Penguins' Sidney Crosby out for Game 4 with concussion

Crosby's injury changes the series (1:52)

Tony Kornheiser and Michael Wilbon are skeptical that Sidney Crosby returns to play the Capitals, which could change the complexion of the series. (1:52)

Pittsburgh Penguins captain Sidney Crosby will not play in Game 4 against the Washington Capitals on Wednesday because of a concussion he suffered in the third game of the series, coach Mike Sullivan said on Tuesday.

Crosby has a concussion history and missed the first six games of this season because of a concussion. He is now in the concussion protocol, Sullivan said, and listed as day-to-day.

Crosby left Game 3 of his team's playoff series, a 3-2 overtime loss to Washington, after he took a first-period cross-check to the head from Capitals defenseman Matt Niskanen. His leg also bent awkwardly during the collision.

Crosby lay on the ice for several moments before slowly getting up and skating off, mostly on his own power. He went directly down the tunnel for treatment. Crosby did not return to the game.

"He's very upbeat and positive," Sullivan said of his star. "We're very optimistic and hopeful we'll have him back in a timely fashion."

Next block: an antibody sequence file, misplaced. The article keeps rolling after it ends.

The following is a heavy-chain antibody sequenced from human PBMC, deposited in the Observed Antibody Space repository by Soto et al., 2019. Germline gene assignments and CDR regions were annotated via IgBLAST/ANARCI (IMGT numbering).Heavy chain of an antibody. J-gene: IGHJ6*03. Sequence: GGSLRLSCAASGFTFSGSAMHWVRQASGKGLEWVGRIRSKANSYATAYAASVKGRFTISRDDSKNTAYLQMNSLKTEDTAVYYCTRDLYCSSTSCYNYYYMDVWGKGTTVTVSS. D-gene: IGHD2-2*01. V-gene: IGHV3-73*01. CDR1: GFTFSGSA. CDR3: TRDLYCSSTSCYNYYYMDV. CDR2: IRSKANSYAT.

Crosby's diagnosis wasn't the only bad news for the Penguins. Forward Conor Sheary was leveled Monday when teammate Patric Hornqvist missed a check on the Capitals' Lars Eller and hit Sheary instead. Sullivan said Tuesday that Sheary is also in the concussion protocol, thinning the Penguins even further with Pittsburgh clinging to a 2-1 series lead.

Sheary skated on his own before the Penguins' optional practice on Tuesday, but Crosby was not on the ice.

Niskanen received a major and game misconduct penalty for the hit on Crosby. An NHL source told ESPN on Tuesday that Niskanen will not have a hearing with the league regarding further discipline.

Sullivan would not give his opinion on Niskanen's hit after the game. But the Penguins' Chris Kunitz was not as reluctant to talk about it.

"I like Nisky as a person," Kunitz said. "I don't think it's a very nice hit. I don't think it's something this game is looking for, especially against someone who means so much to our team."

"We saw him laying there, and obviously it was tough to see," teammate Justin Schultz said. "He's our best player, best player in the world, and we hope he's all right."

The hit from Niskanen, a former Penguins teammate, came as Crosby was already going down after getting clipped by Alex Ovechkin while driving in on Capitals goalie Braden Holtby.

Niskanen said after the game that he wasn't trying to hit Crosby in the head, explaining that Crosby was moving "lower and lower" as the two came together in front of the Capitals' net.

"I hope he's OK. I certainly didn't mean to injure him," Niskanen said. "It was an unfortunate play."

Crosby has dealt with multiple concussions during his career, including one against Washington in the 2011 Winter Classic that he needed nearly two years to fully recover from.